By Ian McConnell

A “CLEAR warning of what is to come” on the unemployment front in Scotland is writ large in the findings of a major survey of businesses.

The survey, published today by Scottish Chambers of Commerce and conducted in conjunction with the University of Strathclyde’s Fraser of Allander Institute, reveals record plunges in confidence among businesses north of the Border in various sectors amid the coronavirus crisis.

It shows the construction, retail and wholesale, and tourism sectors have been most affected by plummeting confidence. Around 95% of Scottish tourism businesses reported a decline in confidence in the latest quarter.

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The survey also flags intense cash-flow pressures in many sectors. And Scottish Chambers, highlighting widespread expectations of further falls in workforce numbers among businesses, flagged the “long-term challenge” for businesses “to retain employees and protect jobs”. The survey also shows sharp falls in sales revenues and investment across Scotland’s business base.

Professor Graeme Roy, director of Fraser of Allander, said: “This latest survey...presents a sombre picture of the scale of the challenge now facing the Scottish economy.”

He added: “There remains huge uncertainty…about the restart, not least because of the ongoing risks to public health, but also concerns around the timing of the removal of government support. Sadly, it will only be when government funding is fully rolled back that the full economic costs of the crisis will be realised. What is particularly worrying is the employment outlook. The survey shows a clear warning of what is to come, with a sharp rise in unemployment now inevitable as businesses adjust to a new normal.”

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All sectors covered by the survey suffered plunges in sales revenues in the second quarter amid the lockdown aimed at slowing the spread of Covid-19.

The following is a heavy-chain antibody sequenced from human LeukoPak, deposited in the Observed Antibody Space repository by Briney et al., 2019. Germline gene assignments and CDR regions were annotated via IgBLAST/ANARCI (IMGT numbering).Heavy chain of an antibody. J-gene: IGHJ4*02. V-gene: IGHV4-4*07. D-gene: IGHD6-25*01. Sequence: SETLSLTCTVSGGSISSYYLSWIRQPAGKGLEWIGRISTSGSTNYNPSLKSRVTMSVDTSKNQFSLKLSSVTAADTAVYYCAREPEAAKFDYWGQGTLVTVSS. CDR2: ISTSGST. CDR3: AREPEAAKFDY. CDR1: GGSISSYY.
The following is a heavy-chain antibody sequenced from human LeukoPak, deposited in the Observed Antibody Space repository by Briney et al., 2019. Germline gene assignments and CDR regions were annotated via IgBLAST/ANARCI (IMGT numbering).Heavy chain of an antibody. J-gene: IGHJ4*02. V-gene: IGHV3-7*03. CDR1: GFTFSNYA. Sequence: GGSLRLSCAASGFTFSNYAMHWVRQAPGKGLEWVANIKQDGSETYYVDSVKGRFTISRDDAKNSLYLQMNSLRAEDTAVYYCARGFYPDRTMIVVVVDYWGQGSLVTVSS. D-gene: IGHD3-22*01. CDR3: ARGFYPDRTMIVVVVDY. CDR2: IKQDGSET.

And the survey signals expectations of sharp falls in employment in the coming quarter across the various sectors. The projected declines are most severe in the construction and tourism sectors. In each of these sectors, a net 40 per cent of businesses project a decline in employee numbers, subtracting the proportion forecasting a rise from that anticipating a drop. In the retail and wholesale category, and manufacturing, respective balances of 31% and 35% of businesses forecast a drop in employee numbers. In financial and business services, a net 12% of businesses project a fall in staffing.

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All sectors reported significant declines in employment in the second quarter. The worst-affected was tourism, in which a net 70% of businesses reported a fall in employee numbers. The retail and wholesale category was next worst in terms of falling employment in the second quarter, with a net 56% of firms reporting employee numbers had declined.

A net 98% of tourism businesses reported a decline in sales revenue in the second quarter. Respective balances of 72% and 44% of businesses in the retail and wholesale category, and the manufacturing sector recorded a decline in sales revenues. In financial and business services, and construction, respective balances of 63% and 56% of firms reported declines.

Tim Allan, president of Scottish Chambers, said: “It is critical that governments in Holyrood and Westminster continue to provide business support for companies during and beyond the easing of lockdown restrictions. A sudden end to these vital financial support measures would not be welcome by anyone and a tsunami of jobs would disappear overnight.”

He added: “In many instances, these results are among the worst over the 30-year history of the survey.”